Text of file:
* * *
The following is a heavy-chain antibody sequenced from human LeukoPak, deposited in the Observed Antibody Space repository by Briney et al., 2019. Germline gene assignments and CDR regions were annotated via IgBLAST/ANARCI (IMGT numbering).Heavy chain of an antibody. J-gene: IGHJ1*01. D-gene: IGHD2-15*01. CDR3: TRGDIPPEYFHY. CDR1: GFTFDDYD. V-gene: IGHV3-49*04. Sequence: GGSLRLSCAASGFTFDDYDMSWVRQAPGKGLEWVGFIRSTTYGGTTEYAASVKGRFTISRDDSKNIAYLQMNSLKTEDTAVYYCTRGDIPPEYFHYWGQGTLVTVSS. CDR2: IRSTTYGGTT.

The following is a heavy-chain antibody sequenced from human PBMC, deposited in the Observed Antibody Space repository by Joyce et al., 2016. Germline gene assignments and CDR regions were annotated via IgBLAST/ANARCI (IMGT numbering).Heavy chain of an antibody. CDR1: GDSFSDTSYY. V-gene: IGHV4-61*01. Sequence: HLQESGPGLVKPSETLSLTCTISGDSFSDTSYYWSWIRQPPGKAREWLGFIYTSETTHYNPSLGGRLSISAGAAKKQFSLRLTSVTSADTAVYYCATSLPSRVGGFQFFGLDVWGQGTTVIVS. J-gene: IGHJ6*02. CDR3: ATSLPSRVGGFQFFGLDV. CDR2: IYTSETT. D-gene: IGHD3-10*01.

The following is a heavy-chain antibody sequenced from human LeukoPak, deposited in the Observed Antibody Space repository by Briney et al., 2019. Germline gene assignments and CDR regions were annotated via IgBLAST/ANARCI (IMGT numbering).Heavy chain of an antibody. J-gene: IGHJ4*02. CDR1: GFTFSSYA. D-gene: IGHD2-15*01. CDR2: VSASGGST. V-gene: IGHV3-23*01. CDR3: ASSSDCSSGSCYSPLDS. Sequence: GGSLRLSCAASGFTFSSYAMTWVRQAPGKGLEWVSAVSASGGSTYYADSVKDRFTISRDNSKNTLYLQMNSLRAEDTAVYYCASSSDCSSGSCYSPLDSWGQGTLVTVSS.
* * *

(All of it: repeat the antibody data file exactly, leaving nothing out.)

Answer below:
The following is a heavy-chain antibody sequenced from human LeukoPak, deposited in the Observed Antibody Space repository by Briney et al., 2019. Germline gene assignments and CDR regions were annotated via IgBLAST/ANARCI (IMGT numbering).Heavy chain of an antibody. J-gene: IGHJ1*01. D-gene: IGHD2-15*01. CDR3: TRGDIPPEYFHY. CDR1: GFTFDDYD. V-gene: IGHV3-49*04. Sequence: GGSLRLSCAASGFTFDDYDMSWVRQAPGKGLEWVGFIRSTTYGGTTEYAASVKGRFTISRDDSKNIAYLQMNSLKTEDTAVYYCTRGDIPPEYFHYWGQGTLVTVSS. CDR2: IRSTTYGGTT.

The following is a heavy-chain antibody sequenced from human PBMC, deposited in the Observed Antibody Space repository by Joyce et al., 2016. Germline gene assignments and CDR regions were annotated via IgBLAST/ANARCI (IMGT numbering).Heavy chain of an antibody. CDR1: GDSFSDTSYY. V-gene: IGHV4-61*01. Sequence: HLQESGPGLVKPSETLSLTCTISGDSFSDTSYYWSWIRQPPGKAREWLGFIYTSETTHYNPSLGGRLSISAGAAKKQFSLRLTSVTSADTAVYYCATSLPSRVGGFQFFGLDVWGQGTTVIVS. J-gene: IGHJ6*02. CDR3: ATSLPSRVGGFQFFGLDV. CDR2: IYTSETT. D-gene: IGHD3-10*01.

The following is a heavy-chain antibody sequenced from human LeukoPak, deposited in the Observed Antibody Space repository by Briney et al., 2019. Germline gene assignments and CDR regions were annotated via IgBLAST/ANARCI (IMGT numbering).Heavy chain of an antibody. J-gene: IGHJ4*02. CDR1: GFTFSSYA. D-gene: IGHD2-15*01. CDR2: VSASGGST. V-gene: IGHV3-23*01. CDR3: ASSSDCSSGSCYSPLDS. Sequence: GGSLRLSCAASGFTFSSYAMTWVRQAPGKGLEWVSAVSASGGSTYYADSVKDRFTISRDNSKNTLYLQMNSLRAEDTAVYYCASSSDCSSGSCYSPLDSWGQGTLVTVSS.